Sunday, 30 November 2008

The other side of summer

Nearly thirty years ago, I watched a tv interview with Horst Mahler, a former member of West Germany’s infamous Red Army Faction (RAF), originally known as the Baader-Meinhof group. As I recall, he was still serving a prison sentence for robbery and aiding a prison escape. Mahler explained how he had rejected his life as a “bourgeois lawyer” and become an urban revolutionary and, eventually, a would-be political theoretician for the group.

Ever since, I’ve been intrigued and fascinated, albeit in a highly critical way, with the Baader Meinhof group. Most likely, it is all due to their brutal affronts to my liberal outlook. 1967 is widely remembered for the “summer of love” in the “western” democracies. The demonstrations, upheavals and protests of 1968 have made that year one of the most over-chronicled, over-analysed and over-hyped years in history. Still, the baby boomers were unleashed as a potent political force and more importantly, the ‘68ers’ general questioning of authoritarianism gradually became ingrained into many countries’ politics.  [Click here]

Yet the RAF / Baader-Meinhof group, a band of middle class, far-left radicals, living in what looked like a model liberal democracy, turned to murder, robbery, bombing and kidnapping as a way of furthering their goals. Instead of the “summer of love”, the RAF gave their country “the German autumn” and fostered the very type of authoritarian state they claimed to oppose. 

This month has seen the general release of the film The Baader Meinhof Complex, a well-produced docudrama based on the latest book by Stefan Aust. He is one of the leading authorities on the group and knew some of its leading members. I saw the film the other night and found it totally riveting.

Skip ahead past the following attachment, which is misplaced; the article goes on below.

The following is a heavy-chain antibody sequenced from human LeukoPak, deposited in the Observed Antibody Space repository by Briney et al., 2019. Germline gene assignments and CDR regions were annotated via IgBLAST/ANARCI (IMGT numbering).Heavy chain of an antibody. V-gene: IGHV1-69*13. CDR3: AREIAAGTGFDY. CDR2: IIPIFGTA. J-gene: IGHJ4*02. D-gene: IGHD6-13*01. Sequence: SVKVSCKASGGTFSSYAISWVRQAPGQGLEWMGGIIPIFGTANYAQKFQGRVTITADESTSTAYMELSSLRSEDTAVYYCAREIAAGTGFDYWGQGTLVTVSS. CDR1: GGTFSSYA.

The motives of the group’s leading lights are laid out from the beginning. Ulrike Meinhof (Martina Gedick) is shown as a radical journalist who is appalled by police brutality against demonstrators and disillusioned with her marriage and comfortable life. She walks out on her unfaithful husband, taking their two children and goes on to write many of the RAF’s political tracts. 

Gudrun Ensslin (Johanna Wokalek) despises the Vietnam War and leaves home after an argument with her father, a liberal Lutheran minister, and starts using arson as a means of protest. Andreas Baader (Mortitz Bleibtreu), her lover, is disgusted at the existence of western consumerism alongside poverty in the third world. So he starts bombing department stores. 

These three team up with like-minded radicals and their rage soon finds its outlet in acts of violence against all kinds of targets. Banks get robbed, US military bases, shops and newspaper offices bombed. People are shot, maimed and killed. The RAF see themselves as utopians even who want to change the world and end the exploitation and suffering of poor and oppressed people everywhere. But they are too impatient and too angry to trouble themselves with the complex choices, compromises and frustrations required when ideals are pursued through democratic methods. 

The film builds up some kind of understanding (but not a sympathy) of why the group went down the path of violence. And it’s not incidental that all this happened in West Germany. Many of that country’s baby boomers felt a deep burden of guilt for what their parents’ generation had unleashed on the world. One of the first studies of the Baader Meinhof group / RAF was called Hitler’s Children.

Whilst the film does not make the point as clearly as it might, the RAF and their sympathisers believed that Nazism was not really defeated in 1945 and that it still lurked not far below the surface of West Germany’s political culture. In their eyes, this accounted for the brutality of the police – the “police state” - and other authorities as well as well as the country’s apparent support for American “imperialism”. The RAF also linked what they saw as a latent form of Nazism to the suppression of Palestinians and the exploitation of poor people, both in the west and the developing world. At one stage, opinion polls showed that 25 per cent of the West German population supported them.